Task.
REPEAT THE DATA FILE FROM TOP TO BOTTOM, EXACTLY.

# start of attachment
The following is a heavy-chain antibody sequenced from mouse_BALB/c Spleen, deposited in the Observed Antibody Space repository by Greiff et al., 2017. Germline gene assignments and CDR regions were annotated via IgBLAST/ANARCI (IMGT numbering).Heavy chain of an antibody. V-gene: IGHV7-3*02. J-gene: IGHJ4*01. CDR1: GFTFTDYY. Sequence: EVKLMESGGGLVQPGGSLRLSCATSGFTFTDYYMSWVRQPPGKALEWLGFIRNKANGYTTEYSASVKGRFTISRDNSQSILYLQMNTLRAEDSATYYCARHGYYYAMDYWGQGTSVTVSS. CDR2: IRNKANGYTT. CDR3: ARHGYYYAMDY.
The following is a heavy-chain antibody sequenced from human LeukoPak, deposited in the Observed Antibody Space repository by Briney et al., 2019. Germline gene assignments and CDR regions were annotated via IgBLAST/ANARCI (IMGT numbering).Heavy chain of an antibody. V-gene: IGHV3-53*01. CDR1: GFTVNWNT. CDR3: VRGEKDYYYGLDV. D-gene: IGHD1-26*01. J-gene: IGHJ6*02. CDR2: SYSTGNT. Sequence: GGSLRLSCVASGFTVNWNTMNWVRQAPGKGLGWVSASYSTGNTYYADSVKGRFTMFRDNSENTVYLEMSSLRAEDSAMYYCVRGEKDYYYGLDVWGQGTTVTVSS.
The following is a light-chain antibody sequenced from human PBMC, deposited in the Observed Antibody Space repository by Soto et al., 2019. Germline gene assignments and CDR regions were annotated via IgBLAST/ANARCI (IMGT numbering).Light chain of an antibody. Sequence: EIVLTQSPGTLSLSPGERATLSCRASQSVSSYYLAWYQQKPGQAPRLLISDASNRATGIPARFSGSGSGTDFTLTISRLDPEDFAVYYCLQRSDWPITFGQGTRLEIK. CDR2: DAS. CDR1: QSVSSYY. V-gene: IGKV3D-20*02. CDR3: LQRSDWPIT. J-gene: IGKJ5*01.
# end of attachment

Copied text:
The following is a heavy-chain antibody sequenced from mouse_BALB/c Spleen, deposited in the Observed Antibody Space repository by Greiff et al., 2017. Germline gene assignments and CDR regions were annotated via IgBLAST/ANARCI (IMGT numbering).Heavy chain of an antibody. V-gene: IGHV7-3*02. J-gene: IGHJ4*01. CDR1: GFTFTDYY. Sequence: EVKLMESGGGLVQPGGSLRLSCATSGFTFTDYYMSWVRQPPGKALEWLGFIRNKANGYTTEYSASVKGRFTISRDNSQSILYLQMNTLRAEDSATYYCARHGYYYAMDYWGQGTSVTVSS. CDR2: IRNKANGYTT. CDR3: ARHGYYYAMDY.
The following is a heavy-chain antibody sequenced from human LeukoPak, deposited in the Observed Antibody Space repository by Briney et al., 2019. Germline gene assignments and CDR regions were annotated via IgBLAST/ANARCI (IMGT numbering).Heavy chain of an antibody. V-gene: IGHV3-53*01. CDR1: GFTVNWNT. CDR3: VRGEKDYYYGLDV. D-gene: IGHD1-26*01. J-gene: IGHJ6*02. CDR2: SYSTGNT. Sequence: GGSLRLSCVASGFTVNWNTMNWVRQAPGKGLGWVSASYSTGNTYYADSVKGRFTMFRDNSENTVYLEMSSLRAEDSAMYYCVRGEKDYYYGLDVWGQGTTVTVSS.
The following is a light-chain antibody sequenced from human PBMC, deposited in the Observed Antibody Space repository by Soto et al., 2019. Germline gene assignments and CDR regions were annotated via IgBLAST/ANARCI (IMGT numbering).Light chain of an antibody. Sequence: EIVLTQSPGTLSLSPGERATLSCRASQSVSSYYLAWYQQKPGQAPRLLISDASNRATGIPARFSGSGSGTDFTLTISRLDPEDFAVYYCLQRSDWPITFGQGTRLEIK. CDR2: DAS. CDR1: QSVSSYY. V-gene: IGKV3D-20*02. CDR3: LQRSDWPIT. J-gene: IGKJ5*01.